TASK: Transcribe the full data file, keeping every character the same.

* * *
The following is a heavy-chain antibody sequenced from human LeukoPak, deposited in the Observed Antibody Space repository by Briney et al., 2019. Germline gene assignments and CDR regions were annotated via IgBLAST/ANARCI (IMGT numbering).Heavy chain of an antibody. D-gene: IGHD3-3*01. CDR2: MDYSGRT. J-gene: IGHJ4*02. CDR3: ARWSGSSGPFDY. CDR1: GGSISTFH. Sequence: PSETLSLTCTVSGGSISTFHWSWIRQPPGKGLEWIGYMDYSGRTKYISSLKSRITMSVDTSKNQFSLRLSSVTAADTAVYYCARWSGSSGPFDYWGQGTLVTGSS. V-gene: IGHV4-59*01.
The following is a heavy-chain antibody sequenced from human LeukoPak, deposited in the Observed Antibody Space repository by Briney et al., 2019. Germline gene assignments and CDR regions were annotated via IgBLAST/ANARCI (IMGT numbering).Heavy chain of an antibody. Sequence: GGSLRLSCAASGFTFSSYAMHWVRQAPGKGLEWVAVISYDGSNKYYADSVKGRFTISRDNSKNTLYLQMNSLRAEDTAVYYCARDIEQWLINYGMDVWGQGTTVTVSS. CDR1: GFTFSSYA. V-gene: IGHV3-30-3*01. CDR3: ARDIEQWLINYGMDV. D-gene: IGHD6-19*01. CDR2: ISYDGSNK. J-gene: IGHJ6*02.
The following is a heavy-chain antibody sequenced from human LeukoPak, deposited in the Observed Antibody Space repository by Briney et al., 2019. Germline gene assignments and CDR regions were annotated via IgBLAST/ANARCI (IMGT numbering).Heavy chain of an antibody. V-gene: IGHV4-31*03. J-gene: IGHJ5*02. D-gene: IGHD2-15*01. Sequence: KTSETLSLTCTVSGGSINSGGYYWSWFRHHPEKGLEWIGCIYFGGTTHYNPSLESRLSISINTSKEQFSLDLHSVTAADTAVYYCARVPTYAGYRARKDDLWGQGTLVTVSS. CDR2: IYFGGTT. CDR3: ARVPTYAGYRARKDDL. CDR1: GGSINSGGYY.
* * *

The following is a heavy-chain antibody sequenced from human LeukoPak, deposited in the Observed Antibody Space repository by Briney et al., 2019. Germline gene assignments and CDR regions were annotated via IgBLAST/ANARCI (IMGT numbering).Heavy chain of an antibody. D-gene: IGHD3-3*01. CDR2: MDYSGRT. J-gene: IGHJ4*02. CDR3: ARWSGSSGPFDY. CDR1: GGSISTFH. Sequence: PSETLSLTCTVSGGSISTFHWSWIRQPPGKGLEWIGYMDYSGRTKYISSLKSRITMSVDTSKNQFSLRLSSVTAADTAVYYCARWSGSSGPFDYWGQGTLVTGSS. V-gene: IGHV4-59*01.
The following is a heavy-chain antibody sequenced from human LeukoPak, deposited in the Observed Antibody Space repository by Briney et al., 2019. Germline gene assignments and CDR regions were annotated via IgBLAST/ANARCI (IMGT numbering).Heavy chain of an antibody. Sequence: GGSLRLSCAASGFTFSSYAMHWVRQAPGKGLEWVAVISYDGSNKYYADSVKGRFTISRDNSKNTLYLQMNSLRAEDTAVYYCARDIEQWLINYGMDVWGQGTTVTVSS. CDR1: GFTFSSYA. V-gene: IGHV3-30-3*01. CDR3: ARDIEQWLINYGMDV. D-gene: IGHD6-19*01. CDR2: ISYDGSNK. J-gene: IGHJ6*02.
The following is a heavy-chain antibody sequenced from human LeukoPak, deposited in the Observed Antibody Space repository by Briney et al., 2019. Germline gene assignments and CDR regions were annotated via IgBLAST/ANARCI (IMGT numbering).Heavy chain of an antibody. V-gene: IGHV4-31*03. J-gene: IGHJ5*02. D-gene: IGHD2-15*01. Sequence: KTSETLSLTCTVSGGSINSGGYYWSWFRHHPEKGLEWIGCIYFGGTTHYNPSLESRLSISINTSKEQFSLDLHSVTAADTAVYYCARVPTYAGYRARKDDLWGQGTLVTVSS. CDR2: IYFGGTT. CDR3: ARVPTYAGYRARKDDL. CDR1: GGSINSGGYY.